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Shirley Porter-Cesair Charles R. Henderson
5650 So. Wolcott
Chicago Il 60636
The students will make an electromagnet and determine the strength of the
Three feet of insulated copper wire per person
Size D batteries
Pieces of Cardboard
Nails (3 inches or longer)
Paper clips, tacks, pins, or other small magnetic objects
Glass or plastic cylinder (100 ml)
Wrought iron stand
Students will work in pairs. Each pair of students will receive a baggie
containing materials needed. Allow the students ten or fifteen minutes to
explore and manipulate the materials. Have one student from each group connect
their compass with wire through the holes in the cardboard. Insert the wire
through the Fahnestock clips on both ends. Place the wire over the compass.
What happens and why?
The electrical current flowing through a wire will create a magnetic field.
This magnetic field causes the needle to turn at a right angle to the wire.
Reverse the connections to the battery, thus reversing the direction of the
current flow, and the needle will point in the opposite direction.
Using the same bag of materials, the pairs of students will begin wrapping the
wire around the nail in the same direction until a foot of wire is left at both
ends. Insert the end wires into the Fahnstock clips. Hold the electromagnet
over a small pile of paper clips, tacks or other small metal objects. How many
objects does your electromagnet attract? Take the wire off the battery
terminal, and the tacks will immediately fall off.
The current passing through the wire produces an invisible magnetic field. When
the current is cut off, the magnetic field disappears, then the molecules of
the iron return to their helter-skelter position and the nail loses most, but
not all, of its magnetism.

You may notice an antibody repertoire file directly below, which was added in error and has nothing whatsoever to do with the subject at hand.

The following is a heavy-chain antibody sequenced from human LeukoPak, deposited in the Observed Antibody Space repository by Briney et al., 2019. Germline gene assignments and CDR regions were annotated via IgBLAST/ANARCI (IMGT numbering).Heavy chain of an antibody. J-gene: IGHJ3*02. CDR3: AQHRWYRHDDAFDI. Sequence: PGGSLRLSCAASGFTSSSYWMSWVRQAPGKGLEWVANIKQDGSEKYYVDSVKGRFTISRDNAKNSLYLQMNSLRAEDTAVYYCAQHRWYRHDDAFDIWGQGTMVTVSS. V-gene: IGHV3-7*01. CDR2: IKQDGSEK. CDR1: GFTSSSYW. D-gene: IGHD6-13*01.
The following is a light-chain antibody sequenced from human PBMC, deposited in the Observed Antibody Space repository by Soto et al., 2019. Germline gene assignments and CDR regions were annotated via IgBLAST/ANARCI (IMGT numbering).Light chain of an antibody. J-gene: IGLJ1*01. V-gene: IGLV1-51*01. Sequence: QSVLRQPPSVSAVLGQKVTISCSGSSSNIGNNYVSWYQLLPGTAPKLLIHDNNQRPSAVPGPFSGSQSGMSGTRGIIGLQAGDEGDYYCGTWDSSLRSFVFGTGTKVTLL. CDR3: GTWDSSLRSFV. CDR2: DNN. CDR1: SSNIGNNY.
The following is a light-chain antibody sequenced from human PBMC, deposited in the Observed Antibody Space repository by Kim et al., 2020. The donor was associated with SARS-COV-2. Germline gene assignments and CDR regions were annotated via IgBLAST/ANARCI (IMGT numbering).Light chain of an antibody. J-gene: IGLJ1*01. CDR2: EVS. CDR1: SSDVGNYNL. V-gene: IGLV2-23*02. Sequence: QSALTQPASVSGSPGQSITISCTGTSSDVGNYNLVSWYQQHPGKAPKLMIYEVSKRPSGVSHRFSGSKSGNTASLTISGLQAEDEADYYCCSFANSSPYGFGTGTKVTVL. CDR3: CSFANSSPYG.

As a result of the electromagnet mini-teach, the sixth grade students will be
able to describe the characteristics of a magnet and an electromagnet. Both
attract metal and have magnetic fields; the electromagnet needs an electrical
The students will be able to make an electromagnet with a wire, a battery, and
The students will be able to test the strength of the electromagnet by using
more coiled wire and additional batteries and nails.
In activity 1 we found that electricity can produce magnetism and magnetism can
produce electricity. The opposite ends or poles of magnets are attracted to
each other and like ends repel.
In activity 2 we found that current through a wire produces an invisible
magnetic field. When the current is cut off, the magnetic field disappears,
then the molecules of the iron return to their helter-skelter position and the
piece loses most, but not all, of its magnetism.
Safe and Simple Electrical Experiments. Rudolf F. Graf. Dover Publications,
Inc.,N.Y., 1964. pps. 86-88 and 93-94.
Be a Kid Physicist. William R. Wellnitz, Ph.D., Tab Books. McGraw-Hill, Inc.,
Blue Ridge Summit, PA. 1993. p, 82.
Science Projects About Electricity and Magnets. Robert Gardner. Enslow
Publishers, Inc., N.J., 1994. pps. 72-82.